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23rd session of the UNFCCC Conference of the Parties ended on November 18,
2017, after a long night in which governments worked to complete the final
negotiation decisions.

new wave of climate action has been announced during COP23 from countries,
states, regions, cities, businesses and civil society.

common message has been that action to get on track towards the objectives of
the Paris Climate Change Agreement and to achieve the 2030 Agenda is urgent and
time is running out.

of the main outcomes of COP23 is the document  “
Fiji Momentum forImplementation
by the United Nations Framework Convention on Climate Change (UNFCCC). The document
aims to provide the general requirements to foster the next efforts to achieve
the Paris Agreement work programme by 2018
and to enhance the pre-2020
implementation and ambition

UNFCCC welcomes the design of the 2018 facilitative dialogue, known as the “Talanoa
” (“Talanoa” is a traditional word used in Fiji and the
Pacific to reflect a process of inclusive, participatory and transparent
dialogue), announced at COP23 by the Presidents.

elements of the Talanoa dialogue are specified in the Annex II of the document.
The dialogue will start in January 2018 and close at COP24 Katowice, jointly
presided by Fijian and Polish Presidency. Three main questions will guide the
process: i) Where are we? ii) Where do we want to go? iii) How do we get there?
The process will consist of two phases: a preparatory phase, from January 2018
to COP24, in which reports on each of the three issues will be prepared,
 and a political phase, that will be held during COP24, where high-level
state representatives will undertake political discussions to take stock of the
advancement towards the Paris objectives.

launching the next steps on action prior to 2020, the most relevant provisions
included in the COP23 final document are: i) the request to the UNFCCC and the
UN Secretary General to enhance activities to promote the ratification of the
“Doha Amendment”
, which established the second commitment period of the “Kyoto
Protocol”; ii) the invitation to Parties to submit by 1 May 2018 additional
information on acting progresses prior to 2020; iii) the request to the
secretariat to prepare a synthesis report of the above mentioned submissions,
to serve as an input for the facilitative dialogue in 2018; iv) to convene a
stock take of pre-2020 actions both in 2018 at COP24  and in 2019 at

the progress on setting the ground for discussion to resume next May, COP23 is
being celebrated because it has been particularly successful in  advancing
some important issues.

The final text requests the UNFCCC bodies for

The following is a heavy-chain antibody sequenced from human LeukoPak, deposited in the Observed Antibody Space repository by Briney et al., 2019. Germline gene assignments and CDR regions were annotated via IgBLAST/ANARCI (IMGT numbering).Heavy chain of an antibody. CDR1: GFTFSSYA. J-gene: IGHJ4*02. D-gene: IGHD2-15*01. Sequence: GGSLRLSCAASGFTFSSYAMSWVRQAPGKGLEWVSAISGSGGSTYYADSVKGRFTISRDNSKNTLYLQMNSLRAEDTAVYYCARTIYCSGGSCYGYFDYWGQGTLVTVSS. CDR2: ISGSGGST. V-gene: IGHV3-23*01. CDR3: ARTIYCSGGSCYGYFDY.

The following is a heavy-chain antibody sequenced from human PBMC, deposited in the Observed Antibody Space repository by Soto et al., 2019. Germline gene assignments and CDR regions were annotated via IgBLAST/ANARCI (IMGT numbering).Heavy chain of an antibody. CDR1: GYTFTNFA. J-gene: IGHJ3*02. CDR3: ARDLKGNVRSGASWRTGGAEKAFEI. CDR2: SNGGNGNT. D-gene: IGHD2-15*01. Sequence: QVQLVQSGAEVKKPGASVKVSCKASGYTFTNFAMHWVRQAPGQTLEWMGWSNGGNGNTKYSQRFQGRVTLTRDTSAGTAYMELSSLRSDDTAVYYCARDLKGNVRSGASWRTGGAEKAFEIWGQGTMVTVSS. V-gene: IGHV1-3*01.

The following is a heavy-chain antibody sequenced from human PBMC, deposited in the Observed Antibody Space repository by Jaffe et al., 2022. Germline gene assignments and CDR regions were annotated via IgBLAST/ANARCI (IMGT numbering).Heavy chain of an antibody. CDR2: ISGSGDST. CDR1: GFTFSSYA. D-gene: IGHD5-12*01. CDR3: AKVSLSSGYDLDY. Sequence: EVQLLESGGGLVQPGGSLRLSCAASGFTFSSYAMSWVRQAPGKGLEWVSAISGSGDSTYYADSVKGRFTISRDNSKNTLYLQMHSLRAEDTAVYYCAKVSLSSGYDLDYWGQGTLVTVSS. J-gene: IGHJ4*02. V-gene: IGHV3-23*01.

Technological Advice and for Implementation to address issues related to
agriculture and invites Parties to submit, by 31 March 2018, their views on
several elements for tackling these issues.

COP23 established an “expert dialogue
 in 2018 to address the issue of the International
Mechanism for Loss and Damage associated with Climate Change Impacts
Climate-related disasters have affected many countries, including heatwaves,
drought, floods, cyclones, and other extreme weather events, as well as the
increasing impacts associated with slow onset events. It is crucial to avert,
minimize and address these impacts through comprehensive risk management
approaches and build back and forward better, social protection instruments.

important success of COP23 is the
creation of a new platform for local communities and indigenous
peoples to strengthen their knowledge, technologies, practices and efforts on
climate change
. Moreover, the 
Gender Plan of Action contains five priorities areas, established to
advance women’s full, equal and meaningful participation and promote
gender-responsive climate policy

was overall among the most contentious issues discussed during this COP. After
solving the 
debate on the Adaption Fund by recognizing its role within the
framework of the Paris Agreement (it was indeed launched under the Kyoto
Protocol), the article 9.5 of the Paris Agreement on the information to be
provided by Parties on long-term finance kept delegates hostage of the
Conference up to Saturday early morning. Finally a
 text was delivered, which reiterates that developed country
Parties shall biennially communicate indicative quantitative and qualitative
information on financial support but actually postpones the decision on the
type of  information to be provided to
the next intersessional meetings.

Find out more about COP23 conclusions on the ICCG Climate Policy Observer website!
Policy Observer (CPO) is the online platform on climate and energy policies run
by the FEEM’s Initiative on Climate Change policy and Governance (ICCG). CPO aims at explaining current international events on climate change in their
political, economic and social implications.